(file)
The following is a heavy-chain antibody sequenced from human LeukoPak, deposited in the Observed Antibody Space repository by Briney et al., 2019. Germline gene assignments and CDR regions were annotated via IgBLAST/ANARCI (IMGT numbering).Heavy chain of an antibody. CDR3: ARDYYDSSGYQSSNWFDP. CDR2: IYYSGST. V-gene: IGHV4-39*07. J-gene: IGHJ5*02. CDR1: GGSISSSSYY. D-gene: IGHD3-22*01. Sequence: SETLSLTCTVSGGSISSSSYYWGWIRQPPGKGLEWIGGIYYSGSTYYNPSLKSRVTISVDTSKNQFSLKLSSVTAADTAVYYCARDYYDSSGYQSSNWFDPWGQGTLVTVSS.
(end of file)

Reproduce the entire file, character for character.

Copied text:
The following is a heavy-chain antibody sequenced from human LeukoPak, deposited in the Observed Antibody Space repository by Briney et al., 2019. Germline gene assignments and CDR regions were annotated via IgBLAST/ANARCI (IMGT numbering).Heavy chain of an antibody. CDR3: ARDYYDSSGYQSSNWFDP. CDR2: IYYSGST. V-gene: IGHV4-39*07. J-gene: IGHJ5*02. CDR1: GGSISSSSYY. D-gene: IGHD3-22*01. Sequence: SETLSLTCTVSGGSISSSSYYWGWIRQPPGKGLEWIGGIYYSGSTYYNPSLKSRVTISVDTSKNQFSLKLSSVTAADTAVYYCARDYYDSSGYQSSNWFDPWGQGTLVTVSS.